John Adams recognized the importance of maintaining the separateness of these standards when he observed that “our constitution was made only for a moral and religious people. It is wholly inadequate to the government of any other.” He knew the compulsive, blunt apparatus of government could not rightfully make people be what they ought to be. But he also knew that if the people lack virtue, society (and the government it serves) would not survive.

How and in what ways does a good judge in our legal system exercise virtue?

The chief virtue of a jurist is humility. This is not a role for the ambitious, the self-important, the enterprising. A jurist’s responsibility is not to decide what he thinks is “right” according to his own standards (or what he thinks society’s standards might be) or to pontificate on what the law ought to be. It is, instead, to humbly accept the law from its authors (either the legislature or “we the people”) and use that law to impartially resolve the case before him. 

In our constitutional form of government, the identity of the jurist is, ideally, entirely irrelevant. In any given jurisdiction, the law is the same regardless of who might be presiding over a case. And so, ideally, the identity of the jurist would have no impact at all on how the case is resolved. 

This is one of the reasons jurists wear black robes. The unadorned robe, identical to the robes worn by all other jurists, symbolizes the uniformity of the law that is the sine qua non of justice.  This is, of course, an aspirational standard — human fallibility will sometimes produce varying results even when all involved are doing their best to objectively apply the law. But pursuing that standard requires the virtue of humility:  The conscious subordination of one’s own thoughts on what the law ought to be in favor of the law its authors actually created.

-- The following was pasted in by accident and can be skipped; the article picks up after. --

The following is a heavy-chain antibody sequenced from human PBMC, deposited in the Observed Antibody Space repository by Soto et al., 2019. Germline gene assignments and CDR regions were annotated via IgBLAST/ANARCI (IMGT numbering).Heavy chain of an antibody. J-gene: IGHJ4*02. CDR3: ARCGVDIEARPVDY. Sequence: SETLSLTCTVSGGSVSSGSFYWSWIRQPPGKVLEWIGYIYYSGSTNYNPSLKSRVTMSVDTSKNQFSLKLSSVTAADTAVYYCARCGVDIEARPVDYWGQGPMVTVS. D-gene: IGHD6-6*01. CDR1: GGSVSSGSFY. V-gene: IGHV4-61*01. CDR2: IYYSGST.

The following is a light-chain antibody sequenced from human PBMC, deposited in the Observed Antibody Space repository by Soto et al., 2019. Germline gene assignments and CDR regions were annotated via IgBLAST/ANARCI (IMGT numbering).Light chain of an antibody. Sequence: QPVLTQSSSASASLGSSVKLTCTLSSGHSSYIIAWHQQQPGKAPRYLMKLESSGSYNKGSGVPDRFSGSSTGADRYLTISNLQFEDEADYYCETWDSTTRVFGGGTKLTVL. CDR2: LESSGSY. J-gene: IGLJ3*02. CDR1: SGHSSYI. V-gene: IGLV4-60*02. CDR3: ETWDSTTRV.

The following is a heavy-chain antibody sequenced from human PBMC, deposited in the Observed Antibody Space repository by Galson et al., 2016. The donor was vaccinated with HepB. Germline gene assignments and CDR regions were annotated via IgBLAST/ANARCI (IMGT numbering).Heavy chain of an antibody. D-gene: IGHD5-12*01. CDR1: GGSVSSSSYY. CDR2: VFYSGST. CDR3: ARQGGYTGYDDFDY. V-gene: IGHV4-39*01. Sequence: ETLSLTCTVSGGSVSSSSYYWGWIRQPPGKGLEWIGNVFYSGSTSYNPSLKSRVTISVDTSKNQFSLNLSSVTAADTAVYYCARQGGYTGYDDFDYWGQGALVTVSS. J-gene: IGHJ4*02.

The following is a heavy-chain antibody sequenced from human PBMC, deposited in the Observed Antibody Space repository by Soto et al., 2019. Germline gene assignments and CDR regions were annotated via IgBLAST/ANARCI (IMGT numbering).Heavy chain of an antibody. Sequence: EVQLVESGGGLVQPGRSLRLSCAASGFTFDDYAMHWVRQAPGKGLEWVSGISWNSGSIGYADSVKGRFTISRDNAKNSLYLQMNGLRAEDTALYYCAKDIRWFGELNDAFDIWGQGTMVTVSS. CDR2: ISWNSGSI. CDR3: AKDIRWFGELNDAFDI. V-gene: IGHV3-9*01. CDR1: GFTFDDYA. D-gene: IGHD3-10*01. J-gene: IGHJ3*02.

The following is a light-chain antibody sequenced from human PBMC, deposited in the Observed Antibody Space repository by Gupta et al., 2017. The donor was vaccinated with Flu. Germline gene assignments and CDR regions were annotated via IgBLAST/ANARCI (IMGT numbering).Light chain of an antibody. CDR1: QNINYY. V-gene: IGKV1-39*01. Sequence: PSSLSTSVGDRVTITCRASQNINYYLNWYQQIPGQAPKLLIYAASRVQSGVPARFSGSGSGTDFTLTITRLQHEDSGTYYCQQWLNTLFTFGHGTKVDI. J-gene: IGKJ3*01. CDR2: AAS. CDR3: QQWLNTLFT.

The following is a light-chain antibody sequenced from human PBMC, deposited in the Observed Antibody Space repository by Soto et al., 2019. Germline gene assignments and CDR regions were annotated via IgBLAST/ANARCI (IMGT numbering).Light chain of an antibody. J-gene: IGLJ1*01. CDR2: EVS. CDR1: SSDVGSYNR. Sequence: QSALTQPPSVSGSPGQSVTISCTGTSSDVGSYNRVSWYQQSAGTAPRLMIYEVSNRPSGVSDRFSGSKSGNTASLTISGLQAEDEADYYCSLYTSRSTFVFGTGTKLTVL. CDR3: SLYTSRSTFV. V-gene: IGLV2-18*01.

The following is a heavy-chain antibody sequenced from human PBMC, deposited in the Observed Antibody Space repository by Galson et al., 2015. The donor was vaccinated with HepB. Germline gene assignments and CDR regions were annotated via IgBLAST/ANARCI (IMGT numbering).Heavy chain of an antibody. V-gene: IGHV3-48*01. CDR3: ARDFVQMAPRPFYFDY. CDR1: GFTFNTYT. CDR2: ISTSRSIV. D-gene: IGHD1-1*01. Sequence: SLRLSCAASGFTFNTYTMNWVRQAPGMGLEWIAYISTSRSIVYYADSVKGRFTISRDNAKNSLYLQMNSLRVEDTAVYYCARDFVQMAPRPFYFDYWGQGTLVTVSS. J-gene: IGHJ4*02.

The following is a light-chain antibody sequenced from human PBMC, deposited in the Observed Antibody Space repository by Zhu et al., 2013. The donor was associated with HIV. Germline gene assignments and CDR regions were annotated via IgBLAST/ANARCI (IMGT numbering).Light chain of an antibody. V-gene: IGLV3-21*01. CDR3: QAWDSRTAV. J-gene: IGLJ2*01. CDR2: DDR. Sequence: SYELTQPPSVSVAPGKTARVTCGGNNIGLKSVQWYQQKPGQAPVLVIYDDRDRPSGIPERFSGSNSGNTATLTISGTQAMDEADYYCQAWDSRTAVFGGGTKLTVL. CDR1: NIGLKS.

Daniel Kelly is former judge who served as a Wisconsin Supreme Court Justice (2016-2020).

In truth, only those that can self-govern themselves can ultimately govern a republic. Does your work in ministry encourage or discourage you? What if any insights can you add? 

With regard to self-governance, I can’t respond better than echoing the words of Pope Benedict XVI at the White House in 2008.

“Freedom,” he appreciatively stated, “is not only a gift but a summons to personal responsibility,” which calls for “the cultivation of virtue, self-discipline, sacrifice for the common good and a sense of responsibility to the less fortunate.”

He concluded, “Freedom is ever new. It is a challenge held out to each generation and it must be constantly won over for the cause of good.”

Arrival of Pope Benedict XVI at White House in 2008.

In my work as Catholic Chaplain at Columbia University, I see both promising and worrisome signs. There are many students, Catholic and otherwise, who are striving to be virtuous, self-disciplined and self-giving.

But the dominant strains of our culture, present on campus, are forming the majority in a self-centered, relativistic, hypersensitive, immature, sentimental hedonism, which is totally inadequate for self-governance not to mention true leadership of others.

To lead, one needs courage, but the dominant culture is forming people toward victimhood, cowardly “safe spaces” and grievance.